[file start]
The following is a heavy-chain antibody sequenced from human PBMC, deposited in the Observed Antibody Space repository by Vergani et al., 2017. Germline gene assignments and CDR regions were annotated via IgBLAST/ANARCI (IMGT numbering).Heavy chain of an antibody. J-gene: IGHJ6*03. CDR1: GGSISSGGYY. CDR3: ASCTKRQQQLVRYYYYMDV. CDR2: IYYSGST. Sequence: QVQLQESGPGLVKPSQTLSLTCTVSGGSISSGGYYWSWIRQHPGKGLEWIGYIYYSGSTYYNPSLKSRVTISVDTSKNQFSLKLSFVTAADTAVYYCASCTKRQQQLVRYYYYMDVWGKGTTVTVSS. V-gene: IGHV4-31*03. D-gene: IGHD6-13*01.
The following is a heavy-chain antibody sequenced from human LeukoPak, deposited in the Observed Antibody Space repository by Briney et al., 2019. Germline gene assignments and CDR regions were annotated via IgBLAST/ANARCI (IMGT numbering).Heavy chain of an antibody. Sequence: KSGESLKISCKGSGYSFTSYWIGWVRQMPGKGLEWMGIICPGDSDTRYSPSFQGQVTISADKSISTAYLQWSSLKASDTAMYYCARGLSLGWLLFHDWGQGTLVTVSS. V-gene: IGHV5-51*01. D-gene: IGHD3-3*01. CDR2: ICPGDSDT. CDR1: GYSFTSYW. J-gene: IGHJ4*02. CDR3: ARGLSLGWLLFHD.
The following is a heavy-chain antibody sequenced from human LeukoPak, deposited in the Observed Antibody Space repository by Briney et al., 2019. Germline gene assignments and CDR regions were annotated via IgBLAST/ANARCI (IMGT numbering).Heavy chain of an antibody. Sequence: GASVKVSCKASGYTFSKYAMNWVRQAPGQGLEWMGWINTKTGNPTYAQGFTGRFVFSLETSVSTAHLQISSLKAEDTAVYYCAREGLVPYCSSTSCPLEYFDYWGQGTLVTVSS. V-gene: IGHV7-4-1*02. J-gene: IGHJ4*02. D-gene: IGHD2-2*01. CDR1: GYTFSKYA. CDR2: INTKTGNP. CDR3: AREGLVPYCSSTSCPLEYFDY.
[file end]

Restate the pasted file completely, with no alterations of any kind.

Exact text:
The following is a heavy-chain antibody sequenced from human PBMC, deposited in the Observed Antibody Space repository by Vergani et al., 2017. Germline gene assignments and CDR regions were annotated via IgBLAST/ANARCI (IMGT numbering).Heavy chain of an antibody. J-gene: IGHJ6*03. CDR1: GGSISSGGYY. CDR3: ASCTKRQQQLVRYYYYMDV. CDR2: IYYSGST. Sequence: QVQLQESGPGLVKPSQTLSLTCTVSGGSISSGGYYWSWIRQHPGKGLEWIGYIYYSGSTYYNPSLKSRVTISVDTSKNQFSLKLSFVTAADTAVYYCASCTKRQQQLVRYYYYMDVWGKGTTVTVSS. V-gene: IGHV4-31*03. D-gene: IGHD6-13*01.
The following is a heavy-chain antibody sequenced from human LeukoPak, deposited in the Observed Antibody Space repository by Briney et al., 2019. Germline gene assignments and CDR regions were annotated via IgBLAST/ANARCI (IMGT numbering).Heavy chain of an antibody. Sequence: KSGESLKISCKGSGYSFTSYWIGWVRQMPGKGLEWMGIICPGDSDTRYSPSFQGQVTISADKSISTAYLQWSSLKASDTAMYYCARGLSLGWLLFHDWGQGTLVTVSS. V-gene: IGHV5-51*01. D-gene: IGHD3-3*01. CDR2: ICPGDSDT. CDR1: GYSFTSYW. J-gene: IGHJ4*02. CDR3: ARGLSLGWLLFHD.
The following is a heavy-chain antibody sequenced from human LeukoPak, deposited in the Observed Antibody Space repository by Briney et al., 2019. Germline gene assignments and CDR regions were annotated via IgBLAST/ANARCI (IMGT numbering).Heavy chain of an antibody. Sequence: GASVKVSCKASGYTFSKYAMNWVRQAPGQGLEWMGWINTKTGNPTYAQGFTGRFVFSLETSVSTAHLQISSLKAEDTAVYYCAREGLVPYCSSTSCPLEYFDYWGQGTLVTVSS. V-gene: IGHV7-4-1*02. J-gene: IGHJ4*02. D-gene: IGHD2-2*01. CDR1: GYTFSKYA. CDR2: INTKTGNP. CDR3: AREGLVPYCSSTSCPLEYFDY.